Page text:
- The handling and storage of an organic solvent.
- The management of runoff that contains chemicals used in the de-icing of aircraft.
- An activity takes water from an aquifer or a surface water body without returning the water brought to the same aquifer or surface water body.
- An activity that reduces the recharge of an aquifer.
- The use of land as livestock grazing or pasturing land, an outdoor confinement area or a farm-animal yard. O. Reg. 385/08, s. 3.
Implementation and enforcement of the Source Protection Plan
There are many stakeholders involved in developing, implementing and enforcing the Source Protection Plan:
- The Province/Ontario Ministry of the Environment, Conservation and Parks provide legislation, regulations and rules; reviews and approves vital documents, including the Source Protection Plan.
- The Source Protection Committee directs the development of the Source Protection Plan.
- Conservation authorities provide support and technical expertise and report on the progress in implementing the Source Protection Plan.
- Municipalities are involved in technical studies, consultation, and plan development; and implement and enforce the Source Protection Plan.
The City of Quinte West is responsible for all Part IV enforcement of the source protection plan policies. Part IV of the Clean Water Act provides municipalities with new tools to regulate existing and future activities that are significant drinking water threats due to their potential to pollute drinking water sources.
As per the Trent Assessment Report, significant drinking water threats are only possible in portions of these areas because these drinking water supplies are identified as more vulnerable:
- Bayside Intake Protection Zone
- Trenton Intake Protection Zone
- Frankford Intake Protection zone
- Stirling Wellhead Protection Area
The tools include prohibition, risk management plans, and restricted land uses.
Section 57: Prohibition:
Prohibition is intended to ensure that certain activities are never established in areas with significant drinking water threats. Prohibition is used for activities that cannot be addressed through land-use planning.
Section 58: Risk Management Plans:
Risk management plans are intended to manage existing and future significant drinking water threats through best management practices.
Section 59: Restricted Land Use:
This tool is used to flag specific land uses in a given area or may be associated with the activities prohibited under section 57 of the Clean Water Act or that require a risk management plan under section 58 of the Clean Water Act.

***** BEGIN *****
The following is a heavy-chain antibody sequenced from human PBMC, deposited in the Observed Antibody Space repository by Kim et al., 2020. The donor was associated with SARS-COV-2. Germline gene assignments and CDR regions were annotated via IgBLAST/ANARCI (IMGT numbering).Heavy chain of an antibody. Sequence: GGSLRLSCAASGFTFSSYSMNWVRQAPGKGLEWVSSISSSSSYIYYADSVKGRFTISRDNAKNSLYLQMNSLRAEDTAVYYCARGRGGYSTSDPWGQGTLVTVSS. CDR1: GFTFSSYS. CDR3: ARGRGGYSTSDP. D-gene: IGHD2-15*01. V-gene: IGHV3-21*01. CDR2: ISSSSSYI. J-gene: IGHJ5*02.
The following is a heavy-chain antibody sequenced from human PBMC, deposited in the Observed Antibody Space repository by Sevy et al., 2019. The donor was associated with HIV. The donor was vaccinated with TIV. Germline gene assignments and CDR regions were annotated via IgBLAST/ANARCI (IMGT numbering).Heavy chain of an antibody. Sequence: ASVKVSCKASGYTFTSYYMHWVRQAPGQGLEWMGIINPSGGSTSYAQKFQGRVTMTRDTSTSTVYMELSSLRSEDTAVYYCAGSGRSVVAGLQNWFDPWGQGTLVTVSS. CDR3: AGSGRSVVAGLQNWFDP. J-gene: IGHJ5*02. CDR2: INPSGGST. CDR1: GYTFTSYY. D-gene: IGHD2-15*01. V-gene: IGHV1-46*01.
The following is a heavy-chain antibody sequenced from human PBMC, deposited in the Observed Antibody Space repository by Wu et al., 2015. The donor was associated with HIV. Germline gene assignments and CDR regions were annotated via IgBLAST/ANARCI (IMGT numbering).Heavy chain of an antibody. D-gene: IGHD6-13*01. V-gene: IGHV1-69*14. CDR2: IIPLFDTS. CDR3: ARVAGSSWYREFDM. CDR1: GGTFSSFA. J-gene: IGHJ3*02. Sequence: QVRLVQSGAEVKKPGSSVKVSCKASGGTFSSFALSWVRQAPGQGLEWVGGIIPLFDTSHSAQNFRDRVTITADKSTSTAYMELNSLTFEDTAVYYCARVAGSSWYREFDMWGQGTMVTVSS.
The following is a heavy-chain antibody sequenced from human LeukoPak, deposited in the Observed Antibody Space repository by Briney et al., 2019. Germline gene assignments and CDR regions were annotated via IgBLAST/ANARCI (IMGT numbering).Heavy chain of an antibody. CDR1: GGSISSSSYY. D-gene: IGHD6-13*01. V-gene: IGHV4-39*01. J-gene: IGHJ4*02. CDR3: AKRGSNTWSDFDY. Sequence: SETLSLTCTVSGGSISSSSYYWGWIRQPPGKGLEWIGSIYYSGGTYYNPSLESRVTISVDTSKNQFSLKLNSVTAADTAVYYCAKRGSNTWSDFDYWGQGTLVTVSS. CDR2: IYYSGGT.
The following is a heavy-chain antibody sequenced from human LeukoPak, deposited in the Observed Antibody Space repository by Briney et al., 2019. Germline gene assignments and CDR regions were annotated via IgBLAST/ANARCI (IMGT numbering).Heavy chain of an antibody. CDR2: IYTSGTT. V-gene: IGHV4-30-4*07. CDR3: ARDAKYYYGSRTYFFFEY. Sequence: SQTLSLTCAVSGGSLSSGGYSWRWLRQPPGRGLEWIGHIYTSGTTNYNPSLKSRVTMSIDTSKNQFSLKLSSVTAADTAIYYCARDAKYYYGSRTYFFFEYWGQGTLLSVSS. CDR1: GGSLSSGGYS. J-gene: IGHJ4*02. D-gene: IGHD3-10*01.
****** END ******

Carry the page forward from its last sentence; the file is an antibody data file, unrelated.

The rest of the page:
Trent Source Protection Plan Area
The province has organized the Source Protection Program using watershed boundaries rather than municipal boundaries. The watershed boundary is the most appropriate water management scale since both groundwater and surface water flow across political boundaries.
For source protection planning purposes, the watershed is referred to as a Source Protection Area under the Clean Water Act. The Lower Trent Source Protection Area is part of the Trent watershed. The City of Quinte West is located within the Lower Trent Source Protection Area, and all of the City boundaries lie within the area governed by the Trent Source Protection Plan.
How Does This Affect Me?
For most residents, the implementation of this plan will simply mean your continued access to safe, reliable water. For others, changes may need to be implemented to comply with new policies that will protect Quinte West’s drinking water for all.
Private and public landowners who handle, store, or apply materials that could threaten municipal drinking water sources in vulnerable areas will be required to follow the Source Protection Plan’s related policies. This will include, for example, best management practices to minimize potential impacts to the City’s municipal drinking water supply.
Application & Guide
For more information, please call the Risk Management Official at 613-392-2841, ext. 4482.
The City of Quinte West has initiated a waterfront trail masterplan project.
The projects’ aim is to deliver a design for a future waterfront trail system within the municipality. This system would increase recreational access to the city’s prime waterfronts, and create active and accessible linkages between recreational facilities and local destinations. The initial phase of this project focuses on the waterfront in and around city hall in Trenton, providing a continuous kinked trail and recreation system from the Cenotaph to a location west of the Trent Port Marina. Future phases envisage the continuation of the trail westwards along the former rail bed to the Murray Canal. The design standards established by the design can be replicated elsewhere in the municipality.
The initial design concepts are illustrated here.
- Waterfront Trail Overall Master Plan (PDF)
- Waterfront Trail Phase 1A (PDF)
- Waterfront Trail Phase 1B (PDF)
Comments and questions can be directed to the Planning and Development Services Department at 613-392-2841 or by emailing email@example.com.